How could we make (i,j) equal 1 iff there’s a path from i to j in at most 2 steps?

Storing 1’s in all diagonal entries.

What about (i,j)=1 iff there’s a path from i to j in at most 4 steps?

Keep multiplying.

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Transitive Closure by Matrix Multiplication

Beating the cubic solution

In total, the longest path had 4 vertices and 2 multiplications are required.

Log2(n).

How many multiplications are required for the general case?

  • The transitive closure can be obtained in O(n2.37log2(n)) time:

    • Multiply the matrix log2(n) times.

    • Each multiplication requires O(n2.37) steps using Strassen’s approach.

  • Better still: we can get rid of the log2(n) factor.

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Transitive Closure by Matrix Multiplication

Better still: getting rid of the log(n) factor

The log(n) factor can be dropped by applying the following steps:

  • Determine the strongly connected components of the graph: O(n2)

  • Collapse each component to a single vertex.

  • The problem is now reduced to the problem for the new graph.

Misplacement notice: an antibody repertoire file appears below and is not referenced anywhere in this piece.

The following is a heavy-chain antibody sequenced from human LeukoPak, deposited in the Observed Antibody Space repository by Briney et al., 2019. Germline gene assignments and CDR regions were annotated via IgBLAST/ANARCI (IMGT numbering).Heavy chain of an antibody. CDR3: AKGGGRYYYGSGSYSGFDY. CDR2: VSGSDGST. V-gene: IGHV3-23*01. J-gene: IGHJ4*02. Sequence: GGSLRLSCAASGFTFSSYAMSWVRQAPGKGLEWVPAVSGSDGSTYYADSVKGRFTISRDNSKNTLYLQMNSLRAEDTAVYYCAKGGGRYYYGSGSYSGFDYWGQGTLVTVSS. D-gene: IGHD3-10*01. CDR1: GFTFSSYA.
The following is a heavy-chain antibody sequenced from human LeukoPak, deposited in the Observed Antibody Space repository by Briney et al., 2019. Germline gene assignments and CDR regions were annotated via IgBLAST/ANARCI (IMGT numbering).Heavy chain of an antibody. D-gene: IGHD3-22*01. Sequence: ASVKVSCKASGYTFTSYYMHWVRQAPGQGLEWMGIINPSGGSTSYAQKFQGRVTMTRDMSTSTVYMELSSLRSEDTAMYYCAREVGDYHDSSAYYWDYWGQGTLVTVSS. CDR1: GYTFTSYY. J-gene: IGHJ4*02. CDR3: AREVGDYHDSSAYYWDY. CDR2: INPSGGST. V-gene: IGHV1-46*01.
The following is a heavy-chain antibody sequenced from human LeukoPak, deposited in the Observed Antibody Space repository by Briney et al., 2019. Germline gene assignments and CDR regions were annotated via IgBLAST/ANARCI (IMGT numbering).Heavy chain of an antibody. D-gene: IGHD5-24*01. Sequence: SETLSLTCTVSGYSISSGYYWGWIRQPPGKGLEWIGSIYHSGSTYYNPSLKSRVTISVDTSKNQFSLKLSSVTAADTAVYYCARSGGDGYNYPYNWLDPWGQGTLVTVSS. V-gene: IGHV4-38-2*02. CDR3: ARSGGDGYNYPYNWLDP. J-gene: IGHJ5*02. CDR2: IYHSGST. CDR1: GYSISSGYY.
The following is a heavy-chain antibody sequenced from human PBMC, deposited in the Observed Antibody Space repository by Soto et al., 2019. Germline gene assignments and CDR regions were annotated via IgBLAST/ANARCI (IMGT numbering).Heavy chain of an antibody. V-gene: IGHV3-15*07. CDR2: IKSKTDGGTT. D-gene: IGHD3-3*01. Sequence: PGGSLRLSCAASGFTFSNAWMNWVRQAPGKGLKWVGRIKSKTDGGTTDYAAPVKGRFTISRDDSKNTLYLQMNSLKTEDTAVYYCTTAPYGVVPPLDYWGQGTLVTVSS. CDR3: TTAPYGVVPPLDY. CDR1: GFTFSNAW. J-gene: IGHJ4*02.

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Transitive Closure by Matrix Multiplication

Better still: getting rid of the log(n) factor

The log(n) factor can be dropped by applying the following steps:

  • Generate a topological sort for the new graph.

  • Divide the graph into two sections: A (first half) and B (second half).

  • The adjacency matrix of sorted graph is upper triangular:

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Transitive Closure by Matrix Multiplication

Better still: getting rid of the log(n) factor

To find the transitive closure of G, notice that:

  • Connections within A are independent of B.

  • Similarly, connections within B are independent of A.